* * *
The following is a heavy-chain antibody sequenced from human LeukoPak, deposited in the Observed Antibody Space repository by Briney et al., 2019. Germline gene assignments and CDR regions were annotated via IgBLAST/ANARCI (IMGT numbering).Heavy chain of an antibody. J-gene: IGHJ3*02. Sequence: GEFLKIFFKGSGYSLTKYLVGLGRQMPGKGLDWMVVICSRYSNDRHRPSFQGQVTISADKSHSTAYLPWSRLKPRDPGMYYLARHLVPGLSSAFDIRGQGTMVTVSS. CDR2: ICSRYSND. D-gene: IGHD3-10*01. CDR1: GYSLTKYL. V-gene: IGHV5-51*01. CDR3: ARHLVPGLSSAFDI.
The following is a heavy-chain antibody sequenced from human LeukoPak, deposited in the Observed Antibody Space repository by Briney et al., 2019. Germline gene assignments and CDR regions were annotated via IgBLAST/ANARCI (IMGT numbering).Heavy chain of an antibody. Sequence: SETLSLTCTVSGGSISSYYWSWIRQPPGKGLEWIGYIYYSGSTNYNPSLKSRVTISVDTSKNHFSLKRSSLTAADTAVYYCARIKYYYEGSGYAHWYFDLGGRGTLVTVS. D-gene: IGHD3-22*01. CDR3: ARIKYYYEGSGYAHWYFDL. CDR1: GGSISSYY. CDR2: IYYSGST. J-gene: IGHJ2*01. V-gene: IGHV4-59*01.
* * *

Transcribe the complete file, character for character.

The following is a heavy-chain antibody sequenced from human LeukoPak, deposited in the Observed Antibody Space repository by Briney et al., 2019. Germline gene assignments and CDR regions were annotated via IgBLAST/ANARCI (IMGT numbering).Heavy chain of an antibody. J-gene: IGHJ3*02. Sequence: GEFLKIFFKGSGYSLTKYLVGLGRQMPGKGLDWMVVICSRYSNDRHRPSFQGQVTISADKSHSTAYLPWSRLKPRDPGMYYLARHLVPGLSSAFDIRGQGTMVTVSS. CDR2: ICSRYSND. D-gene: IGHD3-10*01. CDR1: GYSLTKYL. V-gene: IGHV5-51*01. CDR3: ARHLVPGLSSAFDI.
The following is a heavy-chain antibody sequenced from human LeukoPak, deposited in the Observed Antibody Space repository by Briney et al., 2019. Germline gene assignments and CDR regions were annotated via IgBLAST/ANARCI (IMGT numbering).Heavy chain of an antibody. Sequence: SETLSLTCTVSGGSISSYYWSWIRQPPGKGLEWIGYIYYSGSTNYNPSLKSRVTISVDTSKNHFSLKRSSLTAADTAVYYCARIKYYYEGSGYAHWYFDLGGRGTLVTVS. D-gene: IGHD3-22*01. CDR3: ARIKYYYEGSGYAHWYFDL. CDR1: GGSISSYY. CDR2: IYYSGST. J-gene: IGHJ2*01. V-gene: IGHV4-59*01.